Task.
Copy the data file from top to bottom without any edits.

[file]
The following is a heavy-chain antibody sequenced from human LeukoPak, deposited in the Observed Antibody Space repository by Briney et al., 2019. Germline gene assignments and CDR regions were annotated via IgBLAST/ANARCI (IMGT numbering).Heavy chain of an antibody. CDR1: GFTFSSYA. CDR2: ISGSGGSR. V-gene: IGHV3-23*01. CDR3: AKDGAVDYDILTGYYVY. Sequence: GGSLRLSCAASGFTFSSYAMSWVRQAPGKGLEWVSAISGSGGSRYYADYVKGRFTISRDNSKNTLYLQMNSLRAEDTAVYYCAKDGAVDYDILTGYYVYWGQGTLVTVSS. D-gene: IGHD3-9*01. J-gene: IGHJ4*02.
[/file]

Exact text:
The following is a heavy-chain antibody sequenced from human LeukoPak, deposited in the Observed Antibody Space repository by Briney et al., 2019. Germline gene assignments and CDR regions were annotated via IgBLAST/ANARCI (IMGT numbering).Heavy chain of an antibody. CDR1: GFTFSSYA. CDR2: ISGSGGSR. V-gene: IGHV3-23*01. CDR3: AKDGAVDYDILTGYYVY. Sequence: GGSLRLSCAASGFTFSSYAMSWVRQAPGKGLEWVSAISGSGGSRYYADYVKGRFTISRDNSKNTLYLQMNSLRAEDTAVYYCAKDGAVDYDILTGYYVYWGQGTLVTVSS. D-gene: IGHD3-9*01. J-gene: IGHJ4*02.